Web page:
One of the most grown-up review sites around

54,416 reviews
and more.. and still writing ...

Search MusicWeb Here



International mailing

Founder: Len Mullenger                                    Editor in Chief:John Quinn             

Some items
to consider

new MWI
Current reviews

old MWI
pre-2023 reviews

paid for

Acte Prealable Polish recordings

Forgotten Recordings
Forgotten Recordings
All Forgotten Records Reviews

Troubadisc Weinberg- TROCD01450

All Troubadisc reviews

FOGHORN Classics

Brahms String Quartets

All Foghorn Reviews

All HDTT reviews

Songs to Harp from
the Old and New World

all Nimbus reviews

all tudor reviews

Follow us on Twitter

Editorial Board
MusicWeb International
Founding Editor
Rob Barnett
Editor in Chief
John Quinn
Contributing Editor
Ralph Moore
   David Barker
Jonathan Woolf
MusicWeb Founder
   Len Mullenger


Advertising on

Donate and keep us afloat


New Releases

Naxos Classical
All Naxos reviews

Chandos recordings
All Chandos reviews

Hyperion recordings
All Hyperion reviews

Foghorn recordings
All Foghorn reviews

Troubadisc recordings
All Troubadisc reviews

all cpo reviews

Divine Art recordings
Click to see New Releases
Get 10% off using code musicweb10
All Divine Art reviews

All APR reviews

Lyrita recordings
All Lyrita Reviews


Wyastone New Releases
Obtain 10% discount



CD: AmazonUK AmazonUS

Rosso : Italian Baroque Arias
Antonio SARTORIO (1630-1680)
Giulio Cesare in Egitto (1676): Quando voglio [2:41]
Alessandro STRADELLA (1642-1682)
San Giovanni Battista (1675): Queste lagrime e sospiri [4:42]
George Frideric HANDEL (1685-1759)
Alcina, HWV34(1735), Act 1: Tornami a vagheggiar [4:58]
Rinaldo, HWV7 (1711), Act 2: Lascia ch’io pianga [5:38]
Ariodante, HWV 33, (1735), Act 1: Volate, amori [3:49]
Giulio Cesare in Egitto, HWV17(1724), Act 3: Piangerò la sorte mia [6:59]
Alessandro SCARLATTI (1660-1725)
La Griselda (1721), Act 3, Scene 3: Se il mio dolor t’offende [2:40]
George Frideric HANDEL
Alcina, Act 2, Ah, mio cor [12:24]
Ariodante, Act 1: Neghittosi, or voi che fate [3:19]
Nicola PORPORA (1686-1768)
Lucio Papirio (1737), Act 1: Morte amara [4:30]
Antonio VIVALDI (1678-1741)
L’Olimpiade, RWV725 (1734), Act 2, Scene 5: Siam navi all’onde algenti [7:18]
L’Orfeo (1672):Orfeo, tu dormi [5:17]
Benedetto MARCELLO (1686-1739)
Arianna (1727):Come mai puoi vedermi piangere [5:14]
Alessandro SCARLATTI
Il Sedecia, Rè di Gerusalemme (1705):Caldo sangue [5:55]
Patricia Petibon (soprano); Venice Baroque Orchestra/Andrea Marcon
rec. Toblach/Dobblaco, Kulturzentrum Grand Hotel, Gustav-Mahler-Saal, September 2009. DDD.
Texts and translations included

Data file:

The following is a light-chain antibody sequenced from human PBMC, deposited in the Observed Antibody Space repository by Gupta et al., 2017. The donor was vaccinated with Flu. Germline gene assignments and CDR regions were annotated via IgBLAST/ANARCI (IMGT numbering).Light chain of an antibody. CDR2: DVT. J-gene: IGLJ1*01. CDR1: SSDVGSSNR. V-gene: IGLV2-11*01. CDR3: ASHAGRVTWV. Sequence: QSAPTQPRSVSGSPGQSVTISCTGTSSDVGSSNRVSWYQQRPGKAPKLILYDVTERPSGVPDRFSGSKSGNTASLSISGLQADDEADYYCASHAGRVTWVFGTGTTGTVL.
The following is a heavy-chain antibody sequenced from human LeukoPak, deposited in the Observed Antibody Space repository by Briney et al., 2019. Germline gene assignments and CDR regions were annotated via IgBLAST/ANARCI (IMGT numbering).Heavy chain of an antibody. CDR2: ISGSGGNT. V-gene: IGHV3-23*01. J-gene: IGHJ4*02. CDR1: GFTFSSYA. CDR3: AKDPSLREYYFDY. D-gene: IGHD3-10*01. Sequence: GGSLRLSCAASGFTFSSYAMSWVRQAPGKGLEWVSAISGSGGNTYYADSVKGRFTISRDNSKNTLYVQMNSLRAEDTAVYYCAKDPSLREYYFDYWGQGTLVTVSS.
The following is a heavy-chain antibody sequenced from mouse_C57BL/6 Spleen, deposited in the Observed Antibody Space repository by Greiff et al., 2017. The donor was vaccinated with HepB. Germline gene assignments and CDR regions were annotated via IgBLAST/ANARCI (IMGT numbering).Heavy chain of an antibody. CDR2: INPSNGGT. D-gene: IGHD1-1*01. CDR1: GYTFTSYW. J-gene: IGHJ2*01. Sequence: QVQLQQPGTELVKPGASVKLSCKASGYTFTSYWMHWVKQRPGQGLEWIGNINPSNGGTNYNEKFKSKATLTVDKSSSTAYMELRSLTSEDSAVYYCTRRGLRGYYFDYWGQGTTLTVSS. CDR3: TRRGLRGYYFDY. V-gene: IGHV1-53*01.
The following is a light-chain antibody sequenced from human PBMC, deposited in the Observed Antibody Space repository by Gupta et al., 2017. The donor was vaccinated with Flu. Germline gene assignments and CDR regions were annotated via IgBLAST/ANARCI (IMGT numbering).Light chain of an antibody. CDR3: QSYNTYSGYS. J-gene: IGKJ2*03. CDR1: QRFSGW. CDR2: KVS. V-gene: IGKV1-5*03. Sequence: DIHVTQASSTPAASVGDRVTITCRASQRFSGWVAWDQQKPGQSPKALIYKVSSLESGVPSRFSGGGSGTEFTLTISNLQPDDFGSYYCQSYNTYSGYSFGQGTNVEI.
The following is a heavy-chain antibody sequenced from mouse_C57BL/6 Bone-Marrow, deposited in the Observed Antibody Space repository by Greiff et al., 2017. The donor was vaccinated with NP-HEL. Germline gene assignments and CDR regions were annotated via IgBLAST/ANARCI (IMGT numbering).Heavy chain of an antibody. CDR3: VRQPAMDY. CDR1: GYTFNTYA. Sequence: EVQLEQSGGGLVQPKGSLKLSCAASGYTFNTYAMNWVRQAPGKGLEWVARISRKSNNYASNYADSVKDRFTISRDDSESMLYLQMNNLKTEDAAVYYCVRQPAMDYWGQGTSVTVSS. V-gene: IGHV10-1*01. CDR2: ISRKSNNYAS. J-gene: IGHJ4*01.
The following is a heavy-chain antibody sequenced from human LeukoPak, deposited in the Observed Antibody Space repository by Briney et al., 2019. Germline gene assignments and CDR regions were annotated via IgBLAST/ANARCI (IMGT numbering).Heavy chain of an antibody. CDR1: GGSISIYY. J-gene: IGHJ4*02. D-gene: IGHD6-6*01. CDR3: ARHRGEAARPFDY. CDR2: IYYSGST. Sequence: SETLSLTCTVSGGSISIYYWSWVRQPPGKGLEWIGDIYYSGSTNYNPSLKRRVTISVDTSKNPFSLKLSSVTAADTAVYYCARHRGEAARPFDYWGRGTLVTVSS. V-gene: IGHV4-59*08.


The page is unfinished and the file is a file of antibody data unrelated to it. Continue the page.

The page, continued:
DEUTSCHE GRAMMOPHON 477 8763 [75:24]

Experience Classicsonline

This could have been a very short review, indeed, could even have taken less time to type than the contents listing: everything here - repertoire, singing, orchestral support, direction, presentation, generous playing time and recording quality - is a thorough delight. By no means all the music is well known, but even the less familiar items were well worth the exploration. Some are, indeed, real discoveries - the opening aria, from Sartorio’s Giulio Cesare and track 7, from Scarlatti’s Griselda to name but two - and even those few which are less than first-rate serve to highlight the quality of the better-known, especially the Handel and Vivaldi.
This was a double journey of discovery for me: not only did much of the music represent a very worthwhile exploration, but I had never heard Patricia Petibon before, though I was well enough aware of her reputation in the baroque repertoire and of the fact that Michael Cookson had made her debut album of Haydn, Mozart and Gluck Recording of the Month (477 7468 - see review.) I can’t resist following his example and giving the same accolade to the new album.
I had never heard Sartorio’s Giulio Cesare and there don’t seem to be any available recordings, but there is a version of his L’Orfeo on the Challenge label (CC72020) and I shall be looking to add this to my collection. The Warner version to which Robert J Farr gave a lukewarm welcome - here - seems to have been deleted, but his point about the musicological significance of the work remains valid. In fact, as sung here by Petibon, the aria Orfeo, tu dormi (track 12) is of much more than musicological interest, but that is one of the delights of this album - Petibon and Marcon have a Beecham-like knack of making everything sound first-rate.
Porpora’s Morte amara (track 10), from another opera that I have never heard, Lucio Papirio, also receives a performance that makes one wonder why it has not been recorded. When it comes to the genuinely first-rate, as in the case of Handel’s Piangerò la mia sorte (track 6) and Ah! mio cor (track 8) and Vivaldi’s Siam navi all’onde (track 11), track 6 preceding and tracks 8 and 11 following immediately after one of the unknown tracks that I have singled out, the result is even more striking.